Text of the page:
The Skills Your Future (and current) Employer want you to have - Part 2
By Alan Olsen
Do you ever wonder what skills your current employer or future employer want you to have? Ensuring that you have the right skills can be the difference between a promotion or a pink slip. Many of the top skills and attributes would not be classified as those that would reinvent the wheel per se, but rather are common sensical and overlooked. Often individuals are proficient in one or two of these skills. However, for an individual to be a truly great leader and impress their current or future employer proficiency in all are required. It is understandable that not all skills can be demonstrated at one time or on command, (for that would appear that an individual’s skill in some would be farce and may disinterest an employer), most are easy to exhibit. The purpose of this article is not to go through each of these skills and attributes and how to acquire them but rather to reflect on why they are important in the workplace and why they are important for employers, either in hiring individuals or in conducting performance reviews on them.
Public Speaking in the Workplace
Public speaking is the differentiating factor from the mediocre to the great. Through having this skill an individual shows self-confidence and that they are willing to take on risk and responsibility. This is largely due to the fact that everything that is said in a public setting holds an individual accountable for their actions.
Those who are good at public speaking are also oftentimes associated with being a leader. If an individual becomes good at public speaking in the workplace, they are more likely to develop clout with their coworkers and will be more liked. It shows that they are comfortable around other people and effective communicators. When promotions roll around, they are more likely to be promoted since people already want to follow them, even when they aren’t in a leadership position.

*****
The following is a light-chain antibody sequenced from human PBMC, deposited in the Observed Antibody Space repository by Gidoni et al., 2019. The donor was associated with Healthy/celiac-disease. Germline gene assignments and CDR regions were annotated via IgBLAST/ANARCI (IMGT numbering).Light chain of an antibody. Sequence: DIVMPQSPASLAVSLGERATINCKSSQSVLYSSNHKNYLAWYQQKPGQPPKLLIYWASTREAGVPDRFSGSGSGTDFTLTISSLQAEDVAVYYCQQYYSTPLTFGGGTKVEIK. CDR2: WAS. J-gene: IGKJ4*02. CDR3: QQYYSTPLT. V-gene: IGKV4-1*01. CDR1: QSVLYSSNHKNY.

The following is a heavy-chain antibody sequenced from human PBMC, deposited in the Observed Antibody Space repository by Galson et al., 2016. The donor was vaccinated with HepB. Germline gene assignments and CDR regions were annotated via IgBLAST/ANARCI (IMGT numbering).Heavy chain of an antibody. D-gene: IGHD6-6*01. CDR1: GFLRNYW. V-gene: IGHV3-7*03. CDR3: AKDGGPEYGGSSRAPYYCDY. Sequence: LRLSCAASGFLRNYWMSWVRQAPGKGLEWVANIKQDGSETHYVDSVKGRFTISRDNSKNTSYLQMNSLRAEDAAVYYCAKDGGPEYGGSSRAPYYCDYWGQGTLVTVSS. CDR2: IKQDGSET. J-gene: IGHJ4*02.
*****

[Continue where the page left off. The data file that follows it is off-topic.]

If and when an employer determines that you would be a good addition to their team, they are simultaneously agreeing to pour a large amount of resources into you and your professional growth. It is for this reason that it is very important to be quantify your work. Most employers will see you as an investment and like any good investor they want to see an ROI. While not all work is created equal and not all jobs are as easy to quantify, it is important to still try and find a quantification to your work, even if that is the number of processes changed you have changed, or reports generated.
Through maintaining a list of how you have improved your workplace, you will feel a greater sense of self confidence and joy in work. It will also give you a good platform to stand upon while you are going in and asking for a promotion or a raise from your boss, and it gives them justification to give you one.
Managing up in the work place is important on many different levels. One of the main points of an employee working is to make the life of their boss easier, not harder. One of the best ways to do that is to develop a positive relationship with your boss, since you will be spending more time with them than you will with anyone else in your life outside of your partner. Through understanding their goals and anticipating their needs you will be able to make their lives easier, which makes they like you more and want to promote you more.
While this is not something that can be overcome early in a career, it is something that is will need to be gained. Many of the management skills learned in graduate programs, or education in general, is didactic theory. While this foundation is essential for future success, there is very little that can take the place of actual experience and living through different scenarios. One can learn much from simulations and case studies, however as beneficial as these are, there are very few lasting repercussions from failure in these situations. They allow you to have a concept of situations that you may encounter, but will not prepare you for the unexpectedness of situations such as having a top performing employee quit because of a decision that you made.